It can be said that Arnold Masembe’s journey to China all started with a fashion trend. The Ugandan businessman noticed the surging popularity of jeans among his peer group and decided to head for the southern port city and manufacturing center of Guangzhou to feed their growing appetite for denim.
That was in 2008. Today, the entrepreneur sits at the helm of a multinational logistics company, represents his compatriots as an elected community leader and is expecting his fourth child. We traveled to Kampala to meet Arnold on one of his regular visits home to learn how the transformation came about.
In his newly purchased home in the hills outside the Ugandan capital, Arnold tells us that he quickly discovered buying and selling commodities would only be the beginning of his Chinese business activities.
“In my life, I’ve known to be a service person, very good at offering service. I wasn’t that good at trading.”
Playing to his strengths, the ambitious young migrant decided to take a different path.
“We always faced challenges of how to move our goods from China to Uganda,” Arnold explains. “I stopped the jeans business in 2011, and decided I was going to give myself time to try and grow the logistics part.”
The result was Sino-Equator Shipping, a fully-registered enterprise aimed at helping Ugandans source high-quality goods from factories throughout China and deliver them safely into the hands of East African clients.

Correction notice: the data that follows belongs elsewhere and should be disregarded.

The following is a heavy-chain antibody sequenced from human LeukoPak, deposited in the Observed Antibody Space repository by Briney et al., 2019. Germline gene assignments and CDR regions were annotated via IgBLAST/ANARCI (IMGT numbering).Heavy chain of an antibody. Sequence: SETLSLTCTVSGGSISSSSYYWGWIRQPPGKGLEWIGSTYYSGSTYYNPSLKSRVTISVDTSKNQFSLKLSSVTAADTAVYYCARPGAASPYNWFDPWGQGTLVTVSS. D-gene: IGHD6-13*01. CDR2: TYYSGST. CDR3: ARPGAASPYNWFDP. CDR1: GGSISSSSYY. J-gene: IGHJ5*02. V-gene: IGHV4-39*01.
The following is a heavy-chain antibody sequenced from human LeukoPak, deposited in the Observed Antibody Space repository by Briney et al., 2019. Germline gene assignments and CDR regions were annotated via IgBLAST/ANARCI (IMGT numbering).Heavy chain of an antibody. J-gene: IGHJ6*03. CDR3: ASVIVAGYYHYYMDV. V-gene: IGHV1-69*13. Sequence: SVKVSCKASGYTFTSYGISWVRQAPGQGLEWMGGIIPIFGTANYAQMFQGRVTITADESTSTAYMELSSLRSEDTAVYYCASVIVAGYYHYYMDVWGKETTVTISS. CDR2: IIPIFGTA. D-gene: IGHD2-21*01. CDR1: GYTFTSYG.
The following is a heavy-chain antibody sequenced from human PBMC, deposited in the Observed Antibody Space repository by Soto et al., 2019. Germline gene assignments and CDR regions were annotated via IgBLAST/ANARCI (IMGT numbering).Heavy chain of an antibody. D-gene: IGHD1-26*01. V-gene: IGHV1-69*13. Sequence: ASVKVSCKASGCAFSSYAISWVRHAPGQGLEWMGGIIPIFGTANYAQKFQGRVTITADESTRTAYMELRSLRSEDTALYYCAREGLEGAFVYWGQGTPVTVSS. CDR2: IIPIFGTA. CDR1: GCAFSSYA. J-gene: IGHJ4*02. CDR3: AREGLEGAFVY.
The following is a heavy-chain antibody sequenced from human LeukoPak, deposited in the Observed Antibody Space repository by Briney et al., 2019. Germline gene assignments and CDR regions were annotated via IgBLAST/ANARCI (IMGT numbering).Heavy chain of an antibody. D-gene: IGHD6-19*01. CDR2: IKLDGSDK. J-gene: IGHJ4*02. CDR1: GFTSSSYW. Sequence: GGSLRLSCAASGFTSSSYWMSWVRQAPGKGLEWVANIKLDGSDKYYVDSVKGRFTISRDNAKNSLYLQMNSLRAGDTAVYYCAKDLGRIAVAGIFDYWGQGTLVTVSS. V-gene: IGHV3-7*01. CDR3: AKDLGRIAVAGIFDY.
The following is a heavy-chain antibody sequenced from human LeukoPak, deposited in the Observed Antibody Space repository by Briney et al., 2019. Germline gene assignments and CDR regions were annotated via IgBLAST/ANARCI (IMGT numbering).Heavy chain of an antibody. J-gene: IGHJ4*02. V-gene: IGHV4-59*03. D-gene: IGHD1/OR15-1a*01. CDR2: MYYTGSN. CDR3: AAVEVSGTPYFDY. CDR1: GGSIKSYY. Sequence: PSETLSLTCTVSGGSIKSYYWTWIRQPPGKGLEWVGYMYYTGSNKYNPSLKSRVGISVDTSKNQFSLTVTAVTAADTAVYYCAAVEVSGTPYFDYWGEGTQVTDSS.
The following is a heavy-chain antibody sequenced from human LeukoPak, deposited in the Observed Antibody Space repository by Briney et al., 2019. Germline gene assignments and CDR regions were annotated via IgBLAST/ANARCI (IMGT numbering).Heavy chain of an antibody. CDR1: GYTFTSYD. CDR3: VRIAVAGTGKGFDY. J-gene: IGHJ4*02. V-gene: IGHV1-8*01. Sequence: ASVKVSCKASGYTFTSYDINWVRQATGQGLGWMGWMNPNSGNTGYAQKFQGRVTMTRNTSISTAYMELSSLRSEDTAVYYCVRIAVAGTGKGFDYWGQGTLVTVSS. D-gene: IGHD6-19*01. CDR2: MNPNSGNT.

But he didn’t stop at making a name on his business acumen alone. Arnold saw a need for leadership among the country’s Ugandan diaspora — and intended to meet it.
“When I got into China, there was a split, we weren’t united. We discovered that we needed leadership, we needed someone to lead us and move forward.”
An election was held that saw Arnold voted Chairman of China’s Ugandan Community, a role that he’s held ever since. Together with his deputies, he helps advocate for Ugandans caught up in immigration quandaries, liaise with local police authorities and promote bilateral trade.
But living a life spread across two continents isn’t always easy, as Arnold’s pregnant wife and business partner Anita can attest. “It’s difficult,” she tells us, “but I find distraction with work, I keep myself busy.”
“He doesn’t really get lots,” she continues, “but he sacrifices what he has and it’s for the good. He takes our kids to the best schools, he gives them the best life. Not because he has, but because he sacrifices.
He knows the reason why he went.”